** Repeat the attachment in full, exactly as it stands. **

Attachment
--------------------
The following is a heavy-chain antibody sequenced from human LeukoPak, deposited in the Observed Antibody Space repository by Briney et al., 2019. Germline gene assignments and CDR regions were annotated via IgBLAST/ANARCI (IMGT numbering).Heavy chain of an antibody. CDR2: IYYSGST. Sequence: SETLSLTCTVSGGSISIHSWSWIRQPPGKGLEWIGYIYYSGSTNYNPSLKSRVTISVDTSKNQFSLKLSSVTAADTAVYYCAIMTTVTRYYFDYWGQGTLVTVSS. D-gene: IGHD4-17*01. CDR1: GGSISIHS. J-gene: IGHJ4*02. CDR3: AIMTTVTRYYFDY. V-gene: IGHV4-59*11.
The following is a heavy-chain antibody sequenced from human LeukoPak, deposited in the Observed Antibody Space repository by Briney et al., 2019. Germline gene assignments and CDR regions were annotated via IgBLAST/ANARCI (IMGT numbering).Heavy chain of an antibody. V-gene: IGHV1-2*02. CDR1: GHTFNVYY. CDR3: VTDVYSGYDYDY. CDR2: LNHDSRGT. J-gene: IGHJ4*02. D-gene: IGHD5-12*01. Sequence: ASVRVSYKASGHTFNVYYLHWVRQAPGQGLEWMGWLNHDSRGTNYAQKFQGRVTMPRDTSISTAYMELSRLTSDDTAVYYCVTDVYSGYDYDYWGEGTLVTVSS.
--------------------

The following is a heavy-chain antibody sequenced from human LeukoPak, deposited in the Observed Antibody Space repository by Briney et al., 2019. Germline gene assignments and CDR regions were annotated via IgBLAST/ANARCI (IMGT numbering).Heavy chain of an antibody. CDR2: IYYSGST. Sequence: SETLSLTCTVSGGSISIHSWSWIRQPPGKGLEWIGYIYYSGSTNYNPSLKSRVTISVDTSKNQFSLKLSSVTAADTAVYYCAIMTTVTRYYFDYWGQGTLVTVSS. D-gene: IGHD4-17*01. CDR1: GGSISIHS. J-gene: IGHJ4*02. CDR3: AIMTTVTRYYFDY. V-gene: IGHV4-59*11.
The following is a heavy-chain antibody sequenced from human LeukoPak, deposited in the Observed Antibody Space repository by Briney et al., 2019. Germline gene assignments and CDR regions were annotated via IgBLAST/ANARCI (IMGT numbering).Heavy chain of an antibody. V-gene: IGHV1-2*02. CDR1: GHTFNVYY. CDR3: VTDVYSGYDYDY. CDR2: LNHDSRGT. J-gene: IGHJ4*02. D-gene: IGHD5-12*01. Sequence: ASVRVSYKASGHTFNVYYLHWVRQAPGQGLEWMGWLNHDSRGTNYAQKFQGRVTMPRDTSISTAYMELSRLTSDDTAVYYCVTDVYSGYDYDYWGEGTLVTVSS.